By Carli Friedman, CQL Director of Research
People with disabilities are employed at significantly lower rates than people without disabilities. This is especially true for people with intellectual and developmental disabilities (IDD). Those people with disabilities who are employed are often underemployed, being placed in positions where their skills are not utilized, they do not have enough opportunities, and are not paid at fair rates.
The majority of people with IDD are funneled into segregated services such as day services or prevocational sheltered workshops. Although the goal of prevocational settings is to provide work related training, research has found the skills taught rarely translate to integrated employment settings (Nazarov et al., 2012). In contrast, supported employment services allow people with IDD to work in integrated employments with proper supports. Compared with other settings, the benefits of supported employment include higher quality of life, more engagement, and more interaction with nondisabled people (Jahoda et la., 2008; Kilsky & Breyer, 1996; Verdugo et al., 2005). With the proper supports people with IDD, even those with high support needs, can excel in integrated employment settings (Braddock et al., 2015).
Medicaid Home and Community Based Services (HCBS) 1915(c) waivers are the largest provider of long-term services and supports (LTSS) for people with IDD. Because of the role HCBS waivers can play in facilitating integrated employment the aim of this study completed by CQL | The Council on Quality and Leadership was to examine how HCBS waivers from across the country provided supported employment in fiscal year (FY) 2014. To do so, this study analyzed 110 HCBS waivers from 45 states and the District of Columbia gathered from the Centers for Medicare and Medicaid Services (CMS). Waivers were analyzed to determine utilization and expenditures of supported employment services for people with IDD.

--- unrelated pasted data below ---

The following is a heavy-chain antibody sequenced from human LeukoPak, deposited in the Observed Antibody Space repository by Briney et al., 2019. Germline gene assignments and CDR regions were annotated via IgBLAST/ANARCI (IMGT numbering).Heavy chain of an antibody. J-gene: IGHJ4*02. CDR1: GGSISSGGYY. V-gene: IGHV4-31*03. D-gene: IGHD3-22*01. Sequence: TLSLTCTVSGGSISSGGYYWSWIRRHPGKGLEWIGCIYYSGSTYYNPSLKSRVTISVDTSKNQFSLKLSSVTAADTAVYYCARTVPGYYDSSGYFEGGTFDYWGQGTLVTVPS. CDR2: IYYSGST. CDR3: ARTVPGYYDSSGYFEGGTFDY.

Findings revealed more than three-quarters of waivers offered supported employment services such as career planning, job placements, employment assistance, accommodations, ongoing support and job-coaching. A small proportion of states also allowed supported employment services to be used to assist people with IDD with running their own businesses and other forms of self-employment or entrepreneurship.
A total of $813 million was projected in spending, for the supported employment services of approximately 95,000 people in FY 2014. While this may seem significant, it is only 3% of all waiver spending in FY 2014. Moreover, spending varied widely by state and service; for example, while an average of approximately $6,700 was projected per person for supported employment, it ranged from $122 (New Mexico “level 1 group” supported employment) to $41,000 (Connecticut “group per diem” supported employment); see figure 1.
Average Spending Per Person